Sleep eludes me too often. On the nights I do not hear the fireplace scratching I often see the lambent eyes again. Yes, I am now certain they are eyes. They do not blink, but they stare constantly, slitted lids narrowing threateningly, watching me from the forest. I recall one of the tales about Mr. Carpenter. Why would he venture into the woods at night knowing his enemies waited for him? I cannot reconcile fact with fiction and my sleep suffers because of it. Cold sweats break out all over my body whenever I see the eyes, leaving my skin clammy and wan. My complexion is that of fresh milk and I cannot tolerate this dilemma any longer. Two days ago, I resolved to address this harrowing enigma.
     I visited Malley at his store. It was a slow afternoon and he was kind enough to speak with me. After enduring a comment about the dark, sleepless circles under my eyes, I asked, "Mr. Malley, what do you know of the forest around Fiery Fork?" I hoped I might intuit from where these intruders originate.
     "It is very large, sir."
     "I've gathered as much. Please tell me, are there any other towns besides Fiery Fork and Hazard?"
     Malley pondered this query fastidiously, scratching his balding head and rubbing his blubbery neck. His pupils narrowed to pinpoints and I hope my request did not strain him too terribly. "Not that I know of, sir, but I don't travel often. If another village were out there, I probably would have heard of it."
     "Yes, I suppose you would," I replied. Then another possibility sprung to mind. The hunting expedition we led last year in the Scottish highlands reminded me of it. Remember the unexpected rainstorm and how we scrambled across the hills until we discovered that old cottage? "Mr. Malley, are there any abandoned cabins or structures in the woods surrounding Fiery Fork? Any shelter at all where a gamin or rogue might hide?"
     Again, the perplexed wrinkles furrowed across his brow, but Malley ultimately obliged, "Nothing I know of, sir. The closest place might be the old church."
     "What old church?" I asked.
     His face darkened, eyes glaring reproachfully, and he carefully measured his answer. "I do not know it's name, sir. The congregation abandoned it before I was born. Perhaps before there was a Fiery Fork. Surely it has fallen apart by now. I would think so, yes. Not much to that place, nothing to see. Last I heard, there wasn't much left except for . . . for the cemetery plots behind the steeple."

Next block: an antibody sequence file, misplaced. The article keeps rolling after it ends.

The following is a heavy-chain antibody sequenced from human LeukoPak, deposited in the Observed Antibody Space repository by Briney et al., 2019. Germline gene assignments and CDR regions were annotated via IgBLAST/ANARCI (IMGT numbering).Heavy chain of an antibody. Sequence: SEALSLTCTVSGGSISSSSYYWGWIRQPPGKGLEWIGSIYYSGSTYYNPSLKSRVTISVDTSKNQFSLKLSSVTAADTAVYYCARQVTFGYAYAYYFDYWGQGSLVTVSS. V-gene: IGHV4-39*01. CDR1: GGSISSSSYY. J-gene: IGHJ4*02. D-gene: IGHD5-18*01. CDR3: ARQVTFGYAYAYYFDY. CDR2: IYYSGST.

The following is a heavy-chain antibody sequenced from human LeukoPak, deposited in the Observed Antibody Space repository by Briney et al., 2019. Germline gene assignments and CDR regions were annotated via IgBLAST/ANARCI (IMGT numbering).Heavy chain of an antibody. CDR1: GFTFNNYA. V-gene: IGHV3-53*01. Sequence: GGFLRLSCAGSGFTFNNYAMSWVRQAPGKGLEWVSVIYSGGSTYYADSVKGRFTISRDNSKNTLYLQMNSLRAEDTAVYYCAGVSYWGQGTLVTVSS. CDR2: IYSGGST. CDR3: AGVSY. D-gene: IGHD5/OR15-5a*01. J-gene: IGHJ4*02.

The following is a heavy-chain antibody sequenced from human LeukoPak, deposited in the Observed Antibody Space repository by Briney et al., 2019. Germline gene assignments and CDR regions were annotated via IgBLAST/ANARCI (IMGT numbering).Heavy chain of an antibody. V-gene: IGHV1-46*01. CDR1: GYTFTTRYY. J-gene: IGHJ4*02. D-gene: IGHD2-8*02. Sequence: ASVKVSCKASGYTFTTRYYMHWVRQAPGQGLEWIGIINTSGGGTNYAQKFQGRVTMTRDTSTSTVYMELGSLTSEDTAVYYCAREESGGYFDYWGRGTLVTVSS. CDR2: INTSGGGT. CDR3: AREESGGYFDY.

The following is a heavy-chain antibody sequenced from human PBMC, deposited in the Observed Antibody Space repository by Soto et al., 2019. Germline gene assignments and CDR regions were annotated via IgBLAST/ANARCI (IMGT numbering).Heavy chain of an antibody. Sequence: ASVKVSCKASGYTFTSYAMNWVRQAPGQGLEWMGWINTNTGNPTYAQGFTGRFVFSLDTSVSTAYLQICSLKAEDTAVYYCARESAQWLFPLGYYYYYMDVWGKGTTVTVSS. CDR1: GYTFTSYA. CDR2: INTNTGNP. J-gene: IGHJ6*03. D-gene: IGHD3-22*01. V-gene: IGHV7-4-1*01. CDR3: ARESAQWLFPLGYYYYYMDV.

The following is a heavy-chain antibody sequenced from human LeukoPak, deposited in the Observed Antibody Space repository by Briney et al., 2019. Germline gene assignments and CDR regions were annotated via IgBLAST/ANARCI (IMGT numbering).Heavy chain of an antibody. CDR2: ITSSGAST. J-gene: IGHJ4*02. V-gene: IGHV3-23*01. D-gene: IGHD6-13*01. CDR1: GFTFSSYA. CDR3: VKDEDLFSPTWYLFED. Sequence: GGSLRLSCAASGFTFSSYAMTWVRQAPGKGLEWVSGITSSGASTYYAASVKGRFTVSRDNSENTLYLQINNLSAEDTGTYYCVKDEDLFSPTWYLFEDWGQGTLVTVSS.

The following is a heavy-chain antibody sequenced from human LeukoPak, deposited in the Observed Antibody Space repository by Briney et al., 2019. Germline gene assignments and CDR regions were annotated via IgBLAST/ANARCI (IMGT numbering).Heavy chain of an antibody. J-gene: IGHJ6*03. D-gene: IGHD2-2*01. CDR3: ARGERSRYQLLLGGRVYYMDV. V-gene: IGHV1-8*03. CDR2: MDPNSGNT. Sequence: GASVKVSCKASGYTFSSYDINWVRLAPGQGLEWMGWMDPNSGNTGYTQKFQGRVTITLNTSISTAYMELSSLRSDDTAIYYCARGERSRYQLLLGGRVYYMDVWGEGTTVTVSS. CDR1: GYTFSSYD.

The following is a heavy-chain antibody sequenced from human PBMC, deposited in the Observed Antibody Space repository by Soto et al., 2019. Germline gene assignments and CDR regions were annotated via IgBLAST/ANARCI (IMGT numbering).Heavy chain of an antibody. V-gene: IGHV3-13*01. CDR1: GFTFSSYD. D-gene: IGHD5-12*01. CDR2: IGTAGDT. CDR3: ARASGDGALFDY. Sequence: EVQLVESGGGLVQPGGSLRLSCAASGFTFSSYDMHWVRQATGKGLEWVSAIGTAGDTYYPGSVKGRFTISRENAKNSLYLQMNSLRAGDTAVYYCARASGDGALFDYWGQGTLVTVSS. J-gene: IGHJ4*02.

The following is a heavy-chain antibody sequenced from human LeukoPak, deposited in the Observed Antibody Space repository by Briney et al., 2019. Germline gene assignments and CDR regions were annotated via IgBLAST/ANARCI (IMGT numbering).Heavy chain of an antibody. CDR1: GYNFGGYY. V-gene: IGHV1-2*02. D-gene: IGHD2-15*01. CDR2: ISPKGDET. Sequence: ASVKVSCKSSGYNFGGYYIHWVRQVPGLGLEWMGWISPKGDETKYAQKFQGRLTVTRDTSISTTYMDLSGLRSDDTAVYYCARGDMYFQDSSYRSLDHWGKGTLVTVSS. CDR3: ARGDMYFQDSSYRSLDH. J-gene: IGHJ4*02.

"Where is this church?"
     His gaze leveled on my face and Malley must have recognized my determination. I could not endure more evasions and cautious replies. "North of here. About an hour's ride from your estate, sir."
     Finally, I had some information to act upon and a great weight of confusion lifted from my haggard shoulders. The relief, however, was merely temporary.
     I thanked Malley for his time and purchased a ham for his trouble. He insisted that my gesture was unnecessary, but I still made the purchase. I do not know what to make of this new information, but if the cryptic intruders continue to stalk my estate, perhaps I will investigate the abandoned church. It seems the most likely hiding place for an unsavory type.
     As I departed Malley's, my fortunes took a turn for the worse. Again, I encountered Ms. Rourke. She waited beside the store, hidden beneath the shadow of the east wall. Snickering popped in my ears as I passed and though I should have ignored her, I approached with a scolding expression. My nerves frayed like cheap twine and I could not suffer a surreptitious encroacher during the day as well as the night. I decided to put an end to her snickering and spying.
     "Can I help you, Ms. Rourke?" I asked and I must admit, I did not query her with my customary gentleman's tone. I sounded very much like a father castigating a bad son.
     "You won't listen to help when it stares you in the face," she replied and I detected a wry smile on her lips. I knew then that she was holding something back the same as Malley, except she reveled in the delight of hiding knowledge from me while Malley grappled with it. I had no tolerance to engage Ms. Rourke in any of her games. Thus, I resolved to depart.
     "Good day to you, madame."
     "You'll disappear, same as Carpenter," she shouted and I could not stop myself from approaching her. Her taunt was irresistible, drawing me nearer as an oasis calls out to a man dying of thirst.
     I joined her in the shadows, furtively glancing at the street to ensure that nobody saw me comporting with this vagabond. "What do you know of Mr. Carpenter?"
     "He didn't heed the warnings. Neither will you. The foolish never take heed and you'll suffer for your arrogance."